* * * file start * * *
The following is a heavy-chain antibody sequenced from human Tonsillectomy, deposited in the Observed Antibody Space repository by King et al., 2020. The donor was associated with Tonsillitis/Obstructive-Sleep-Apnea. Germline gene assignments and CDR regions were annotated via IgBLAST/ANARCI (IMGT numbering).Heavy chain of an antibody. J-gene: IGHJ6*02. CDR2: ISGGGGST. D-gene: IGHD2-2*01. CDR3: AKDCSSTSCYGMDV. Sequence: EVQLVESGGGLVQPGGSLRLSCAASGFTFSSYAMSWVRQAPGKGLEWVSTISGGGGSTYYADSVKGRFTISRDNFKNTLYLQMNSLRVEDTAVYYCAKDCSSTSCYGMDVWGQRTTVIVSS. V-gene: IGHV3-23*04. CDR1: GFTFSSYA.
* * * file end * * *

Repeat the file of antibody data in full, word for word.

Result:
The following is a heavy-chain antibody sequenced from human Tonsillectomy, deposited in the Observed Antibody Space repository by King et al., 2020. The donor was associated with Tonsillitis/Obstructive-Sleep-Apnea. Germline gene assignments and CDR regions were annotated via IgBLAST/ANARCI (IMGT numbering).Heavy chain of an antibody. J-gene: IGHJ6*02. CDR2: ISGGGGST. D-gene: IGHD2-2*01. CDR3: AKDCSSTSCYGMDV. Sequence: EVQLVESGGGLVQPGGSLRLSCAASGFTFSSYAMSWVRQAPGKGLEWVSTISGGGGSTYYADSVKGRFTISRDNFKNTLYLQMNSLRVEDTAVYYCAKDCSSTSCYGMDVWGQRTTVIVSS. V-gene: IGHV3-23*04. CDR1: GFTFSSYA.